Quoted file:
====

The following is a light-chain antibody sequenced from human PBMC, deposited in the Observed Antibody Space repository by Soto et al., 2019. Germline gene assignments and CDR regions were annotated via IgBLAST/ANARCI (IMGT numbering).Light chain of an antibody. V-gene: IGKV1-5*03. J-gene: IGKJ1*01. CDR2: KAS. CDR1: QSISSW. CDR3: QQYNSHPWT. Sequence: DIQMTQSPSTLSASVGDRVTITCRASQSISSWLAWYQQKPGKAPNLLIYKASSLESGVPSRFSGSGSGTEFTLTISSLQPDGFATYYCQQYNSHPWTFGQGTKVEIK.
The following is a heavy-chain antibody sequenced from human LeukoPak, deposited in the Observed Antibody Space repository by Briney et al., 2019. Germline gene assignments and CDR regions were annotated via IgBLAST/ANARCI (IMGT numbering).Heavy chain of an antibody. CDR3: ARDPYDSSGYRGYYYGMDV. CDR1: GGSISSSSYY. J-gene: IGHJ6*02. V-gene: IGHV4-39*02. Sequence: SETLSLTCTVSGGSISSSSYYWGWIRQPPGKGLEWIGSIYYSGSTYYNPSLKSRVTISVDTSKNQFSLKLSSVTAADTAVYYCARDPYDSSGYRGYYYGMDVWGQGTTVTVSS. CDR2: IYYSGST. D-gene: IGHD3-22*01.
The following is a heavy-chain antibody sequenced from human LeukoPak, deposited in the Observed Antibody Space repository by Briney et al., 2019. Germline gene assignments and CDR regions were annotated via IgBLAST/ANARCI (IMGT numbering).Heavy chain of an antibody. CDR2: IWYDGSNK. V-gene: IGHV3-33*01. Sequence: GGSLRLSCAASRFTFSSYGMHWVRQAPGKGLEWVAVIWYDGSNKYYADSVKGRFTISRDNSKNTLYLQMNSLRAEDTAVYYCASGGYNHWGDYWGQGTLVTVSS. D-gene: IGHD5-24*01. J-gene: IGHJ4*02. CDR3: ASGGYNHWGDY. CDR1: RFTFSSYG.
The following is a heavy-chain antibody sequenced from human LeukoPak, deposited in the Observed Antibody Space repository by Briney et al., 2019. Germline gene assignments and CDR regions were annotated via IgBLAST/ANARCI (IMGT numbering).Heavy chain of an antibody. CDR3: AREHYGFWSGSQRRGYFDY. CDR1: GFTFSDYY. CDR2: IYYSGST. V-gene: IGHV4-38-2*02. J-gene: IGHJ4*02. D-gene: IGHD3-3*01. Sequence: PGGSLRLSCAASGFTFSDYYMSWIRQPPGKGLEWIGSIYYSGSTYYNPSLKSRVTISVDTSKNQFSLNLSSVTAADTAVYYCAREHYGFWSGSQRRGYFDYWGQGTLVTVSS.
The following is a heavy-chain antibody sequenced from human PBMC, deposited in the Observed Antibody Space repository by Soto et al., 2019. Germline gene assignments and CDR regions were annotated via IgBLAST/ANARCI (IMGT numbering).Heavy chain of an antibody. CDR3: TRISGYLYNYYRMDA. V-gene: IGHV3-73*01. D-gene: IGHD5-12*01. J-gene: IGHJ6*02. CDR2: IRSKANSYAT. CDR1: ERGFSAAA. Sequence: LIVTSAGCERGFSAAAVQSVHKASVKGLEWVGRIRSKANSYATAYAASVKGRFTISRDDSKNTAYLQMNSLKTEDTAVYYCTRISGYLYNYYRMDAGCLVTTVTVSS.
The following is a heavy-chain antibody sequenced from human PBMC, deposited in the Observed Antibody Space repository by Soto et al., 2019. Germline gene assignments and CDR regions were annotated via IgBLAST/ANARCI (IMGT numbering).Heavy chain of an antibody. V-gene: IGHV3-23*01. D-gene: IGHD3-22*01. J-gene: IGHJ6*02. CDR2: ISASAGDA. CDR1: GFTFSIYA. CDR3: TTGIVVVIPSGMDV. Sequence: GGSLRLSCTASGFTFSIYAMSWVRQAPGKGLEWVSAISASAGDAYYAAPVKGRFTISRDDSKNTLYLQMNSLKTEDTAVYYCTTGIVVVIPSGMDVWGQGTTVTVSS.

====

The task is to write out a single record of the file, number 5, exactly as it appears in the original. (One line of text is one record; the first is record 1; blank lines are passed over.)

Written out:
The following is a heavy-chain antibody sequenced from human PBMC, deposited in the Observed Antibody Space repository by Soto et al., 2019. Germline gene assignments and CDR regions were annotated via IgBLAST/ANARCI (IMGT numbering).Heavy chain of an antibody. CDR3: TRISGYLYNYYRMDA. V-gene: IGHV3-73*01. D-gene: IGHD5-12*01. J-gene: IGHJ6*02. CDR2: IRSKANSYAT. CDR1: ERGFSAAA. Sequence: LIVTSAGCERGFSAAAVQSVHKASVKGLEWVGRIRSKANSYATAYAASVKGRFTISRDDSKNTAYLQMNSLKTEDTAVYYCTRISGYLYNYYRMDAGCLVTTVTVSS.